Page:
Poetry News

Bookslut Talks to Sarah Schulman About Cities and Poetry

By Harriet Staff


Sarah Schulman has many smart things to say about gentrification (she wrote a whole book about it), about poetry, and about MFA programs. And she's been sharing these thoughts with Jessa Crispin at Bookslut. So far they've posted two parts of their conversation, here and here. It would behoove you, dear reader, to check out the interviews in full and to stay tuned as they dispatch future installments. But for now we'd like to give you a taste of the conversation by focusing on some practical advice Schulman dispenses free of charge. First, regarding the future of cities:

Every day we read about affordable housing crises in just about every major city in the world, there are the eviction suicides in Spain, and natives of cities are being priced out or are just walking out in disgust of what their cities have turned into. Which is, expensive and yet boring, and every city begins to resemble every other. Do you think there is the ability to resist this motion? Or are we going to have to give up the idea of what New York used to be?

Who knows what's going to happen, because look at what's happening in Istanbul and Cairo and Rio? Huge megacities are in revolt right now. Will that ever happen in New York, we don't know. That's a hope. If there is no major shift in the way capitalism is enacted in the United States, people go to cities that are more open like LA or Austin, or they can adjust the way they live in a city like New York. A lot of young people have been asking me how to keep from being a gentrifier. You can't help it, that there's a housing crunch and you have to live in other people's neighborhoods. But the question is, how do you live there? Do you know your neighbors? Do you give back to the community, do you teach people how to read or how to swim? Do you work at the food pantry? Do you patronize the local stores or do you go to the $5 cappuccino places? It's not about who you are, it's not about your race and class, it's about how you behave and how you treat other people.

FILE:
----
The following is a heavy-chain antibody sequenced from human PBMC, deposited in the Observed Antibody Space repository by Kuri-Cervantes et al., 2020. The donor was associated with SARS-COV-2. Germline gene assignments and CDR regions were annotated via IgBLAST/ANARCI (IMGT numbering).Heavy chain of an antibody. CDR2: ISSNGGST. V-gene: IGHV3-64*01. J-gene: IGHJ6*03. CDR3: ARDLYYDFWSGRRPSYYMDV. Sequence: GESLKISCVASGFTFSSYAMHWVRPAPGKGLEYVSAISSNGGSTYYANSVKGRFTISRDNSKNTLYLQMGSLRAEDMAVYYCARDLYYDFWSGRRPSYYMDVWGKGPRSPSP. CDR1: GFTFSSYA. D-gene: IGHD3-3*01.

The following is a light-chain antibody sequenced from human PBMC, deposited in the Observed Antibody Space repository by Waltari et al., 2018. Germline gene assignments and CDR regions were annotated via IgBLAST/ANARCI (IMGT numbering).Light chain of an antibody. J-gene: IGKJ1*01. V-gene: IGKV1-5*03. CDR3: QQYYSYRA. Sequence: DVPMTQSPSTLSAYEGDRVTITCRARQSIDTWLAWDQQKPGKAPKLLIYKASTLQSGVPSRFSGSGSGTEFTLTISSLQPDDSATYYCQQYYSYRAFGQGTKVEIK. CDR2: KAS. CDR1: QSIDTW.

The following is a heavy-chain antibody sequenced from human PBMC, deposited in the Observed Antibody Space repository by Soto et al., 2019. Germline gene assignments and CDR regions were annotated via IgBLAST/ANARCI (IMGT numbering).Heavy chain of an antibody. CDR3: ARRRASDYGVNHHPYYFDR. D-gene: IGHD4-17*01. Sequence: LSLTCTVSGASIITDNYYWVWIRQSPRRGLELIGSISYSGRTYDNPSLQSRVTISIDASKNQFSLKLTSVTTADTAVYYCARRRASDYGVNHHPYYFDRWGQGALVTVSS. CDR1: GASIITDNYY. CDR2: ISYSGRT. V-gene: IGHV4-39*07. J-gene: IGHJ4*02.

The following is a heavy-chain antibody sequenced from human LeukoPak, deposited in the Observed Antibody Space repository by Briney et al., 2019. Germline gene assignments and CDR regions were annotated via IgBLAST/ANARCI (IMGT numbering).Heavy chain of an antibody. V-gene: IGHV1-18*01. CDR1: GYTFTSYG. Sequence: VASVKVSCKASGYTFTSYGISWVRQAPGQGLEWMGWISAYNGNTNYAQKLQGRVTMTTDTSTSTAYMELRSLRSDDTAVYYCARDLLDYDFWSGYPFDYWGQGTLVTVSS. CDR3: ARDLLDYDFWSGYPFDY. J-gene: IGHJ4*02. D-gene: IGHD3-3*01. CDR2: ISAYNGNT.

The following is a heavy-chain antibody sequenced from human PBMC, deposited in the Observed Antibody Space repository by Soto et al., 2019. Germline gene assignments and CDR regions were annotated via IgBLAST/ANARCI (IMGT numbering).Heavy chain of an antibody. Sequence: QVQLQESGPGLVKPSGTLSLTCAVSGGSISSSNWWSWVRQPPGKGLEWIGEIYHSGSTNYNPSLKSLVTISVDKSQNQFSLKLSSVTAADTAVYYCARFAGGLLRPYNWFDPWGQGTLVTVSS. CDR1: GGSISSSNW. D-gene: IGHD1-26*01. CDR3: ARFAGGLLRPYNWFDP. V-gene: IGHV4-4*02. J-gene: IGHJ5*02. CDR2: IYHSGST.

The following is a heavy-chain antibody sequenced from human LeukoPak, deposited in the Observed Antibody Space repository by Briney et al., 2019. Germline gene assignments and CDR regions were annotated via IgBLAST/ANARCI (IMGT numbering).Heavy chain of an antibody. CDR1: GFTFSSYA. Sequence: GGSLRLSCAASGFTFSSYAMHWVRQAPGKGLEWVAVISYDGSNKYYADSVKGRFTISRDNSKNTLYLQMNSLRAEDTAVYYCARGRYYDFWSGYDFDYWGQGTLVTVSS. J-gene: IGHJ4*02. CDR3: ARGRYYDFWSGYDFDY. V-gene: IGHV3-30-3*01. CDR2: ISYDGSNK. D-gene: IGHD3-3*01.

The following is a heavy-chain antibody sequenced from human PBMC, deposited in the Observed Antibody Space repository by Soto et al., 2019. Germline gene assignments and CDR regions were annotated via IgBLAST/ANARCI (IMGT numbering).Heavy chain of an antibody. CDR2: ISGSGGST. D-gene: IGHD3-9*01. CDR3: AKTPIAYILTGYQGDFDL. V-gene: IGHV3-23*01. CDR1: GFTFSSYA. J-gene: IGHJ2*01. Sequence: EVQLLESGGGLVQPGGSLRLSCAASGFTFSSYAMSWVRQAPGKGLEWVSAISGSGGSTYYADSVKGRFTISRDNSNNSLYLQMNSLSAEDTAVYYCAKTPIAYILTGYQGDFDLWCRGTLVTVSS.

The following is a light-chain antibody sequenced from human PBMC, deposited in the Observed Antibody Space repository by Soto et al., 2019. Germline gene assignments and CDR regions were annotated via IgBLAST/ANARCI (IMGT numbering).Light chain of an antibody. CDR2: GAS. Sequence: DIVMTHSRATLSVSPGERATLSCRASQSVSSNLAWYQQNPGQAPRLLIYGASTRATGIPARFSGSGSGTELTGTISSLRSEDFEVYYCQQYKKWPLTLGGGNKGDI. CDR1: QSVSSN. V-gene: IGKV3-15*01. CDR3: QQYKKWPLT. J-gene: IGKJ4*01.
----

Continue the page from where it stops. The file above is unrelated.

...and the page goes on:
And then some advice for young writers:

If a talented 22 year old writer came to you and was thinking about an MFA program, what would you advise them to do?

What I usually tell them people is, if you can get a free ride, you should take it. Because it's much harder now to get anything if you haven't been through the system. I got into MacDowell, a fellow waitress wrote my recommendation. That's not going to happen now. You're not going to be able to get anything. If they're going to pay for you, you should go, because that means they believe in you and they think you can make it and they're going to invest in you. If they're asking you to go into debt for their MFA program, then don't do it. Because it means they don't believe in you, and they are using you as a cash cow for their school. You're never going to be able to pay off that debt, it's absurd. No one should get an MFA if they have to pay for it.

The better thing is to start a writers group, with real writers. To me, a writer is someone who writes. The best thing to me is to read eclectically, to go to readings, to have experiences, to live in the world, to mix with all different types of people, to take some chances, and to find some people and start a writing group. Or ask a writer you respect to teach a class. I charge $40 a class, it's not that much. Start your own thing. There used to be all these alternative schools, the University of the Streets, the Brecht. There were these left-wing places you could go and study outside of the structure of a university. As we know, universities are becoming more and more corporate, and universities themselves are gentrifiers. If you look at what NYU has done to New York City, for example, it's been one of the worst influences on the city. Now we are seeing universities that are selling their brands to Abu Dhabi and repressive regimes in China. Universities are becoming more and more globalized, corporate entities. To rely on these people to determine the artwork or the cultural output of your own time is pretty dangerous. If they're asking you for something -- money -- don't give it to them.

There's more to come, so head to Bookslut.

Originally Published: July 9th, 2013